IMF: AI Will Transform The Global Economy

AI will affect 40% of jobs and probably worsen inequality, says the Head of International Monetary Fund (IMF) Kristalina Georgieva.
January 19, 2024 | 15:00

Reshaping the nature of work

In a new analysis, IMF staff examine the potential impact of AI on the global labor market. The analysis predicted the likelihood that jobs will be replaced by AI and what kind of fields that AI is likely to complement human work.

IMF head Kristalina Georgieva shared that almost 40% of global employment is exposed to AI. In particular, AI can impact high-skilled jobs. Advanced economies, therefore, are facing greater risks from AI. But there are also more opportunities for them to leverage its benefits, in comparison with emerging markets and developing economies.

In advanced economies, about 60% of jobs may be impacted by AI. Roughly half the exposed jobs may benefit from AI integration, enhancing productivity. For the other half, AI applications may execute key tasks currently performed by humans, which could lower labor demand, leading to lower wages and reduced hiring. In the most extreme cases, some of these jobs may disappear.

Meanwhile, with emerging markets and low-income countries, AI exposure is expected to be 40% and 26%, respectively.

IMF: AI Will Transform The Global Economy
(Photo: IMF).

These findings suggest emerging markets and developing economies face fewer immediate disruptions from AI. At the same time, many of these countries don’t have the infrastructure or skilled workforces to harness the benefits of AI, raising the risk that over time the technology could worsen inequality among nations.

AI could also affect income and wealth inequality within countries. Within income brackets, workers who can harness AI can expect an increase in their productivity and wages while those who cannot fall behind. With work experience, research shows that AI can help less experienced workers enhance their productivity more quickly. Older workers could struggle to adapt to AI.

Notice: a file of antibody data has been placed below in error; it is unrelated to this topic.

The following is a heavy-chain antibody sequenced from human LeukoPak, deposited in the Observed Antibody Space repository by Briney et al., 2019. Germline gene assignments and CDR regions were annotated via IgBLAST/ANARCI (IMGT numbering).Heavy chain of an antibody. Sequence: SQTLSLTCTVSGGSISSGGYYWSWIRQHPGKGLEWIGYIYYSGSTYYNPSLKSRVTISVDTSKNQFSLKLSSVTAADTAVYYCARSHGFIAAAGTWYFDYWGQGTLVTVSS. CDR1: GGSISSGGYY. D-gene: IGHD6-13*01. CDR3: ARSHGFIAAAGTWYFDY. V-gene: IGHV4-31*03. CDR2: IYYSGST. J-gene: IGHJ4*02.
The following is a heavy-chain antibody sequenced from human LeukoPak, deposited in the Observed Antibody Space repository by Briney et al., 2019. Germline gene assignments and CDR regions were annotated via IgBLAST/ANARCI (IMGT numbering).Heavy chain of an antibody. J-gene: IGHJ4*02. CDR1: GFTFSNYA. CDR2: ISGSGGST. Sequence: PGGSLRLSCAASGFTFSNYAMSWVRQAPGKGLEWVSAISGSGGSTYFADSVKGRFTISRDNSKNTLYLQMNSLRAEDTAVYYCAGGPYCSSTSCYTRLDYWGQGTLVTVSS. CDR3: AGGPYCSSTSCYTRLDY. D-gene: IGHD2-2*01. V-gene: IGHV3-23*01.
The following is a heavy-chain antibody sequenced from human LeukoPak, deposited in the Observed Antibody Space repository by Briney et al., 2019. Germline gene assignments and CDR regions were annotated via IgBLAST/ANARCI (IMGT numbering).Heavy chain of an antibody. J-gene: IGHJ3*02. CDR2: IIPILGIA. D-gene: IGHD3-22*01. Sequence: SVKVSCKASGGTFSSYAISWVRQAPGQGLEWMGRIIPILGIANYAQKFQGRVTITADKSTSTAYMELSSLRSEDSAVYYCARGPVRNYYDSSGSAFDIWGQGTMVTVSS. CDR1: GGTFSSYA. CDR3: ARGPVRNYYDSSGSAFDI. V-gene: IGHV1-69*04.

AI will probably worsen inequality. If significantly complementing higher-income workers, AI may lead to a disproportionate increase in their labor income. Firms that gain productivity by adopting AI will likely boost capital returns, which may also favor high earners.

This troubling trend must be addressed by policymakers across the globe, according to the IMF. Countries must establish comprehensive social safety nets and offer retraining programs for vulnerable workers.

Establishing an inclusive AI-driven world

To help countries craft the right policies, the AI Preparedness Index by the IMF measures readiness in areas such as digital infrastructure, human capital and labor-market policies, innovation and economic integration, and regulation and ethics.

Using the index, IMF staff assessed the readiness of 125 countries. The findings reveal that wealthier economies, including advanced and some emerging market economies, tend to be better equipped for AI adoption than low-income countries, with considerable variation across countries.

In particular, Singapore, the United States, and Denmark posted the highest scores on the index, based on their strong results in all four categories tracked. These advanced economies should prioritize AI innovation and integration while developing robust regulatory frameworks. This approach will cultivate a safe and responsible AI environment, helping maintain public trust.

For emerging markets and developing economies, the priority should be laying a strong foundation through investments in digital infrastructure and a digitally competent workforce.

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